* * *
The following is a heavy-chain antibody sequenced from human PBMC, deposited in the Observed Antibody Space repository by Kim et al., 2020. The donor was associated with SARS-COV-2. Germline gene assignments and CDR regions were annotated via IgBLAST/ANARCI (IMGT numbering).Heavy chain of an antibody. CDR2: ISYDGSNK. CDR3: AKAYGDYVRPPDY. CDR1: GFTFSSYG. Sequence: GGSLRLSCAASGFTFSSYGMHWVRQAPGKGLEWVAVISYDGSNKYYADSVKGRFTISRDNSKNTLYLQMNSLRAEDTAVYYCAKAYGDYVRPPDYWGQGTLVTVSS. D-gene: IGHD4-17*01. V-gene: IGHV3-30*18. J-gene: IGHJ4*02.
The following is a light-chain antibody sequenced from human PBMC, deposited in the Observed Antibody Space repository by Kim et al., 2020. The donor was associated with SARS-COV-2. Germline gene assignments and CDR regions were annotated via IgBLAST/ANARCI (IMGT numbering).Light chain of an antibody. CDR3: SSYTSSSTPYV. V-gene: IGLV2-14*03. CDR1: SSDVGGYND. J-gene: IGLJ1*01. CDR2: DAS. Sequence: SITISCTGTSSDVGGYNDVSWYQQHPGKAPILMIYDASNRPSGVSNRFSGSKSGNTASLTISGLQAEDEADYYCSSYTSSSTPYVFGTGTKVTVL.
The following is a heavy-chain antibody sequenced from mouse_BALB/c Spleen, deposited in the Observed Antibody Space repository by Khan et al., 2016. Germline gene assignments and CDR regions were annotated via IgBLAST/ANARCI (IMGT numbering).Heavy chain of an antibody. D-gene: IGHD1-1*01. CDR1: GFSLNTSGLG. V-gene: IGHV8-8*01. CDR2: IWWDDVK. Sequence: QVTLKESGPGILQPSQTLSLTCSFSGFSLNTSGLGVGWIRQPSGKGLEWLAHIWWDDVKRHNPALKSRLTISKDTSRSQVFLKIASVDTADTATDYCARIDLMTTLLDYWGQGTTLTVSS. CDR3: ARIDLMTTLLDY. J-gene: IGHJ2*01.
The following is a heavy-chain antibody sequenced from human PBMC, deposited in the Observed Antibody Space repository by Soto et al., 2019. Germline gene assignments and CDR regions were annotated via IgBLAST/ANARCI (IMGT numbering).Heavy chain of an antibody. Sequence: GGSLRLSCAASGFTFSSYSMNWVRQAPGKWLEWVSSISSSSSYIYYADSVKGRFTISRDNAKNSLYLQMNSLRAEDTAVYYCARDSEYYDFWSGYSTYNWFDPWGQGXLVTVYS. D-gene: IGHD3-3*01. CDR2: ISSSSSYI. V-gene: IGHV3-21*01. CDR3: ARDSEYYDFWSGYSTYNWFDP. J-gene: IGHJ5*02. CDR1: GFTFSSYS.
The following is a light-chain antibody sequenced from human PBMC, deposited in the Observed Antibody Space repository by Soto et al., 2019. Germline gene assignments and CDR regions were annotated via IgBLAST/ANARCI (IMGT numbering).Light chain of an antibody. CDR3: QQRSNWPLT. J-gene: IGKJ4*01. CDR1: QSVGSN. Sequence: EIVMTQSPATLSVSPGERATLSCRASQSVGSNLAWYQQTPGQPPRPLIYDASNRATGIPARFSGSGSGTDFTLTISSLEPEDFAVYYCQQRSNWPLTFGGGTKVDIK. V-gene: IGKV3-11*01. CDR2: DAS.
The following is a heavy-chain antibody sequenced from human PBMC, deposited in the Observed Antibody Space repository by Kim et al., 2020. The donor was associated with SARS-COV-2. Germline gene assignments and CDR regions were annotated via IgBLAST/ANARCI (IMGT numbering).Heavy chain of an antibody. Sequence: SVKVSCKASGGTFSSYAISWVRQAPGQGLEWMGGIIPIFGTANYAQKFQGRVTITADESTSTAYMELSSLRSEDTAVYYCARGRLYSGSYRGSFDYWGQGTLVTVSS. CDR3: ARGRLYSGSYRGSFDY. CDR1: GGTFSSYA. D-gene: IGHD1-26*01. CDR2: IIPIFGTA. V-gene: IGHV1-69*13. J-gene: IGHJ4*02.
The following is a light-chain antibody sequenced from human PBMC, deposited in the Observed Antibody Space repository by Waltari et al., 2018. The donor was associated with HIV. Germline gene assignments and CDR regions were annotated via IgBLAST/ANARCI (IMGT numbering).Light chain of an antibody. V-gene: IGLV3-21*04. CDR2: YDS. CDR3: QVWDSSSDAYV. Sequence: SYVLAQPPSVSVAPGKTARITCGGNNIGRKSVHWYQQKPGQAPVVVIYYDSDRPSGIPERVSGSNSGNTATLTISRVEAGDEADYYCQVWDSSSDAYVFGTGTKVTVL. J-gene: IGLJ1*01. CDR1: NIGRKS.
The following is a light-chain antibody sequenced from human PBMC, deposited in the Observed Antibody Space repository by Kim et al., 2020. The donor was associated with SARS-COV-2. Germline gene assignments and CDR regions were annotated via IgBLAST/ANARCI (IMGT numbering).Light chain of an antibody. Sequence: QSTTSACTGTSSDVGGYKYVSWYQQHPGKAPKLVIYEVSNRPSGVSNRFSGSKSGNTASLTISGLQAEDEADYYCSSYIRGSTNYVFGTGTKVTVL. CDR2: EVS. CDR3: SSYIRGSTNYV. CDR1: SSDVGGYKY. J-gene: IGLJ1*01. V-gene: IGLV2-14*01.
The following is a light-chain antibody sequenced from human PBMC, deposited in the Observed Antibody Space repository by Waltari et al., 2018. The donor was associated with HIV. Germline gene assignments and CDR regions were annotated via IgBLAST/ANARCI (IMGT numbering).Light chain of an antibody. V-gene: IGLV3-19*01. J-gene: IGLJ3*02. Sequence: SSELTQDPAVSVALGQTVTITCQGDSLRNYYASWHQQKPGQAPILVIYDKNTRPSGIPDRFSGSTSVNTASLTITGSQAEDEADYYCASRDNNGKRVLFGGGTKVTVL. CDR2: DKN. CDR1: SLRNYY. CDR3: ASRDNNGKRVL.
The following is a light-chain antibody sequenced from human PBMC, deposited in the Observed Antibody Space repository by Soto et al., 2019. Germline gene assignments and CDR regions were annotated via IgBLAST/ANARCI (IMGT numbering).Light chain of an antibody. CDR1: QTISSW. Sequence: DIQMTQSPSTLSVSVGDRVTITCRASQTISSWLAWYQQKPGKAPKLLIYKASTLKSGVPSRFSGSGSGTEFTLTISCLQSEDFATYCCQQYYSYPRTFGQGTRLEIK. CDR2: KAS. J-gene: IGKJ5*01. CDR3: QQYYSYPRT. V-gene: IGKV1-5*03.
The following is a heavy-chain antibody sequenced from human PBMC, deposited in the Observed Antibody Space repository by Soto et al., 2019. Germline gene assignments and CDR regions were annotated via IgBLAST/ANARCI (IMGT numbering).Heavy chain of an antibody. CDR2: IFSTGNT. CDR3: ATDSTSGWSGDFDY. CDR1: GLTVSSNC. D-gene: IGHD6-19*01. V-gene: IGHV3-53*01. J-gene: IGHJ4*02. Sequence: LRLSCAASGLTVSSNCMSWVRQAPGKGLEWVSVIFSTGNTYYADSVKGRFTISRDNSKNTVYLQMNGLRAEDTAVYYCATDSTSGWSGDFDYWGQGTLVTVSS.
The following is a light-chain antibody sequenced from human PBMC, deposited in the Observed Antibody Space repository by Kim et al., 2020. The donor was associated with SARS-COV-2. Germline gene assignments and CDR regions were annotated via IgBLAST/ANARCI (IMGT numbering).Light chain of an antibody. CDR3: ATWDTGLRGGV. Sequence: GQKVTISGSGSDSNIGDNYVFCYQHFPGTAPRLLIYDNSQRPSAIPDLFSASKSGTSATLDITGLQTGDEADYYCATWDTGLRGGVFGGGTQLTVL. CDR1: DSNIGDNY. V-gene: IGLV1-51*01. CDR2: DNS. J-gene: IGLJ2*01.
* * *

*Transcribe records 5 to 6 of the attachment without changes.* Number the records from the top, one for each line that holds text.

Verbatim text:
The following is a light-chain antibody sequenced from human PBMC, deposited in the Observed Antibody Space repository by Soto et al., 2019. Germline gene assignments and CDR regions were annotated via IgBLAST/ANARCI (IMGT numbering).Light chain of an antibody. CDR3: QQRSNWPLT. J-gene: IGKJ4*01. CDR1: QSVGSN. Sequence: EIVMTQSPATLSVSPGERATLSCRASQSVGSNLAWYQQTPGQPPRPLIYDASNRATGIPARFSGSGSGTDFTLTISSLEPEDFAVYYCQQRSNWPLTFGGGTKVDIK. V-gene: IGKV3-11*01. CDR2: DAS.
The following is a heavy-chain antibody sequenced from human PBMC, deposited in the Observed Antibody Space repository by Kim et al., 2020. The donor was associated with SARS-COV-2. Germline gene assignments and CDR regions were annotated via IgBLAST/ANARCI (IMGT numbering).Heavy chain of an antibody. Sequence: SVKVSCKASGGTFSSYAISWVRQAPGQGLEWMGGIIPIFGTANYAQKFQGRVTITADESTSTAYMELSSLRSEDTAVYYCARGRLYSGSYRGSFDYWGQGTLVTVSS. CDR3: ARGRLYSGSYRGSFDY. CDR1: GGTFSSYA. D-gene: IGHD1-26*01. CDR2: IIPIFGTA. V-gene: IGHV1-69*13. J-gene: IGHJ4*02.